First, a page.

"There was no retaliation," Mr. Brown said in an interview Monday. "These two things had nothing whatsoever to do with each other."

Neither Carl R. Greene, the executive director of the Philadelphia Housing Authority, nor Abbe Fletman, a lawyer representing the authority, returned calls requesting comment.

The lawsuit, filed by Philadelphia housing officials in December, involves a long struggle over the city's efforts to overhaul the blighted Martin Luther King Jr. projects. Mr. Gamble's company, Universal Community Homes, was part of a partnership selected to build the first phase of the project in 1999, in a deal that promised to reward the developers with a parcel of vacant land in return for building 236 low-income units and providing counseling services to incoming residents.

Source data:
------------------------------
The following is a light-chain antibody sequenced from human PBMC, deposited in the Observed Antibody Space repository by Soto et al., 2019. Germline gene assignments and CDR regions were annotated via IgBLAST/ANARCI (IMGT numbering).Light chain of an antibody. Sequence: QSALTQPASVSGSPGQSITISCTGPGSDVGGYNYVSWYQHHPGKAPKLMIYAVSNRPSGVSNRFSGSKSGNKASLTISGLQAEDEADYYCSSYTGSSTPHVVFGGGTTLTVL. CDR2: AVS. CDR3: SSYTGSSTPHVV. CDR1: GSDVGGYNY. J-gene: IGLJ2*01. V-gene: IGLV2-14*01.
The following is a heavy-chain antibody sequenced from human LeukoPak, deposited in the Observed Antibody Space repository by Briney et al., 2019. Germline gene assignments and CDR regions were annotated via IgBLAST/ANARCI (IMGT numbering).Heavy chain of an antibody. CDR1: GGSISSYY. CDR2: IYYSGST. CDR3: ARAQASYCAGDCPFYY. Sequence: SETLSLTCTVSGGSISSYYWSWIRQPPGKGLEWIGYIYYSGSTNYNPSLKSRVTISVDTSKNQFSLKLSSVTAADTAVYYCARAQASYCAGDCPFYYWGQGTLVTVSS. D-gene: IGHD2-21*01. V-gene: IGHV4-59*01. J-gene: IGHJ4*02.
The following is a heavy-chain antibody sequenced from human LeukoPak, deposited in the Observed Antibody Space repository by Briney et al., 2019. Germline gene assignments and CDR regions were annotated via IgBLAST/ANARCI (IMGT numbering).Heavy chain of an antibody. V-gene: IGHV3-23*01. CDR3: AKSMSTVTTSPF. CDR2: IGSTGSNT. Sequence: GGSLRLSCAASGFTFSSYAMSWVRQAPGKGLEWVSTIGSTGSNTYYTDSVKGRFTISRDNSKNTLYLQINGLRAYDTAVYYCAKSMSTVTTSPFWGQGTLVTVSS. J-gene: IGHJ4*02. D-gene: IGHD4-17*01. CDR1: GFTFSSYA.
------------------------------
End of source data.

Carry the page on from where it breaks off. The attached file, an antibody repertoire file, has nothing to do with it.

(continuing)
Only 80 units were built when Universal's partner withdrew from the project, forcing the authority to help with the rest of the construction. And Mr. Greene said Universal never fulfilled its obligation to provide counseling so he turned down its request for the $2 million parcel of land, where the company intended to build 19 homes at full market rates.

The dispute continued in 2006, when Mr. Jackson called John F. Street, who was the mayor of Philadelphia at the time, to urge that the land be turned over and the project advanced. In an affidavit, Mr. Greene said federal housing officials had continued to exert pressure on behalf of Mr. Gamble, whom it described as having political connections. Housing officials said Mr. Jackson's call was an effort to move the project forward, not to bestow a favor on Mr. Gamble.

"The call wasn't motivated by any desire to help Kenny Gamble," said Mr. Brown, the HUD spokesman. "The secretary is closer to Carl Greene than he is to Kenny Gamble."